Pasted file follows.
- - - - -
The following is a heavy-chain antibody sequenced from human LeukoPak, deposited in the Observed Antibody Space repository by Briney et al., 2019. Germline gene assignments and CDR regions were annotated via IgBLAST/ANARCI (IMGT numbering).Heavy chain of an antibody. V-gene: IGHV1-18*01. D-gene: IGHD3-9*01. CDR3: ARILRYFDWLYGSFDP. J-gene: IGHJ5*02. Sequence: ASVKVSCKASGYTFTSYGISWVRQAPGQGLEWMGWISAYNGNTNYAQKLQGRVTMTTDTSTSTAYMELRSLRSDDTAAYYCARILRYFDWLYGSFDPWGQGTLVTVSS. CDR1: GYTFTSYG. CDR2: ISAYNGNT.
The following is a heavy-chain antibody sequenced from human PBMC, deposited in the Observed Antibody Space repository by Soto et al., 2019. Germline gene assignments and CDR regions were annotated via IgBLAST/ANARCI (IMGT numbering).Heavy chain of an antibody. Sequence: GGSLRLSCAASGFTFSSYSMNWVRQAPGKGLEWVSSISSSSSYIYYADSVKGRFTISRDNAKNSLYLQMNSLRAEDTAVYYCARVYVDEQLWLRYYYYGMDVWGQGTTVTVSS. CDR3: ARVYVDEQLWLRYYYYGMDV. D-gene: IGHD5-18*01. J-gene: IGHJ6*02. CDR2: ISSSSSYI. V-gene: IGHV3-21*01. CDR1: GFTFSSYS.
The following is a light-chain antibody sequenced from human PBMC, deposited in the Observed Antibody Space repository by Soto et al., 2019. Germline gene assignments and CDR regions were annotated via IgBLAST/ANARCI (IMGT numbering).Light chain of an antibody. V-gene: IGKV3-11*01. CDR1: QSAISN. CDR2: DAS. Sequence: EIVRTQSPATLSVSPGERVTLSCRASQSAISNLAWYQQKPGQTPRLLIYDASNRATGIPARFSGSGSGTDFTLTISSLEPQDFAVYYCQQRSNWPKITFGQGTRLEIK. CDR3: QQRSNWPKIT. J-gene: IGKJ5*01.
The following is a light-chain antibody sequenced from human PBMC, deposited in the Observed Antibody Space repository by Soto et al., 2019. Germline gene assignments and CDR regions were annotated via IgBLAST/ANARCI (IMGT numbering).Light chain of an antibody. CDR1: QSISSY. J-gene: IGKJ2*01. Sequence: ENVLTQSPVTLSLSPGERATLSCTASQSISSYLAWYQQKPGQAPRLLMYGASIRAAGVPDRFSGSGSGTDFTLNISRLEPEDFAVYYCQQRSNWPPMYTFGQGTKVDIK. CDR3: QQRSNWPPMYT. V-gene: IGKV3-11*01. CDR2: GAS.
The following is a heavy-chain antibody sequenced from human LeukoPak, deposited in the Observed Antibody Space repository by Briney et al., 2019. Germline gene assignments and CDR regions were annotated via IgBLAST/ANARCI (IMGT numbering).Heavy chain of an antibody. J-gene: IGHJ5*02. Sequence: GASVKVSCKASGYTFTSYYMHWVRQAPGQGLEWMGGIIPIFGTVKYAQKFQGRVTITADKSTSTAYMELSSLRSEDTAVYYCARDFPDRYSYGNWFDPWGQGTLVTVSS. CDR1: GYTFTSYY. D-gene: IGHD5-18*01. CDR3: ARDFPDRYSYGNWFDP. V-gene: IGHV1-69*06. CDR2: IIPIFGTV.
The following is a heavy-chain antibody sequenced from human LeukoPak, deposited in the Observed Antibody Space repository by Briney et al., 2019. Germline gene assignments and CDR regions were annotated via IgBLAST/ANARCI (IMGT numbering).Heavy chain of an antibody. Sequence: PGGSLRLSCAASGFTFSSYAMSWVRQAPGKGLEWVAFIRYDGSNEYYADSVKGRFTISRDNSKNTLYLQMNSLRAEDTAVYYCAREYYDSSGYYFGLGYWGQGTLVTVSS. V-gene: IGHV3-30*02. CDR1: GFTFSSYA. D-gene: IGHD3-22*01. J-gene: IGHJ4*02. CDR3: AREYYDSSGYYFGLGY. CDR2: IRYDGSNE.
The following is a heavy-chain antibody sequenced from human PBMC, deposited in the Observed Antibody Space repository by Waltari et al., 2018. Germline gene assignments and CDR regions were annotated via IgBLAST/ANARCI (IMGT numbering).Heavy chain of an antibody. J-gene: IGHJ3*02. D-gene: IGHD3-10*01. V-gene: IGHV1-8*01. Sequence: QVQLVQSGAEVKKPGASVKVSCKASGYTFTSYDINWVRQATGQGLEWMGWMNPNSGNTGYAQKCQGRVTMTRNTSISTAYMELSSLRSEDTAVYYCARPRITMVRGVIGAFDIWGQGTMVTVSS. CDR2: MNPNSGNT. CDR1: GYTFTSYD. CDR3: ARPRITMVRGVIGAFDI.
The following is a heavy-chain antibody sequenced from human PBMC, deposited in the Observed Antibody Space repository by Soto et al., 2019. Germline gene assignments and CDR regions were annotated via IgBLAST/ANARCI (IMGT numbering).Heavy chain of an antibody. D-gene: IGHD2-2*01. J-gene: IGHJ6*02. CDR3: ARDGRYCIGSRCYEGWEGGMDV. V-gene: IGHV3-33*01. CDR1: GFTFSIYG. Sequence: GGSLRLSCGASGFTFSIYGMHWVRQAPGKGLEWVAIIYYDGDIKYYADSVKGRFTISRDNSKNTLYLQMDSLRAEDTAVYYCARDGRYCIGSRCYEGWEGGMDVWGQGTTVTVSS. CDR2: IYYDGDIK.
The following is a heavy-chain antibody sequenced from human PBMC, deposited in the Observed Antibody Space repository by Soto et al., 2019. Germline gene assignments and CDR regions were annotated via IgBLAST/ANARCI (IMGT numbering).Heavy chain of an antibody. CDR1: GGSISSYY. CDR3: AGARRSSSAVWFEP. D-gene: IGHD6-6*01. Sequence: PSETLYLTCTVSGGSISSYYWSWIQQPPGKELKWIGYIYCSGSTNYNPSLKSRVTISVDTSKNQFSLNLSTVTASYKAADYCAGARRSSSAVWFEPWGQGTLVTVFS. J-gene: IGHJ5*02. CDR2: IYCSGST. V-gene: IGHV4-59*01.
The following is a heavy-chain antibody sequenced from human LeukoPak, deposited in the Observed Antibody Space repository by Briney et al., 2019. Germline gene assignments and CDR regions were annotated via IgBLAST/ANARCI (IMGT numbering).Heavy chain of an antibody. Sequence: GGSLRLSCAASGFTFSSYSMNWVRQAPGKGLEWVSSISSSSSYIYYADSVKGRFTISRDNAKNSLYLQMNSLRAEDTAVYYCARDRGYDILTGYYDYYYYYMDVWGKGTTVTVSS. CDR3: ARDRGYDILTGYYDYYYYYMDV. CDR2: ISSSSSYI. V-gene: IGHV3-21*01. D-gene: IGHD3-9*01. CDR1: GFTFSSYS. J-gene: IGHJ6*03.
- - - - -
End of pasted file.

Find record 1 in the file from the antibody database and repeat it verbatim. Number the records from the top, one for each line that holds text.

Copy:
The following is a heavy-chain antibody sequenced from human LeukoPak, deposited in the Observed Antibody Space repository by Briney et al., 2019. Germline gene assignments and CDR regions were annotated via IgBLAST/ANARCI (IMGT numbering).Heavy chain of an antibody. V-gene: IGHV1-18*01. D-gene: IGHD3-9*01. CDR3: ARILRYFDWLYGSFDP. J-gene: IGHJ5*02. Sequence: ASVKVSCKASGYTFTSYGISWVRQAPGQGLEWMGWISAYNGNTNYAQKLQGRVTMTTDTSTSTAYMELRSLRSDDTAAYYCARILRYFDWLYGSFDPWGQGTLVTVSS. CDR1: GYTFTSYG. CDR2: ISAYNGNT.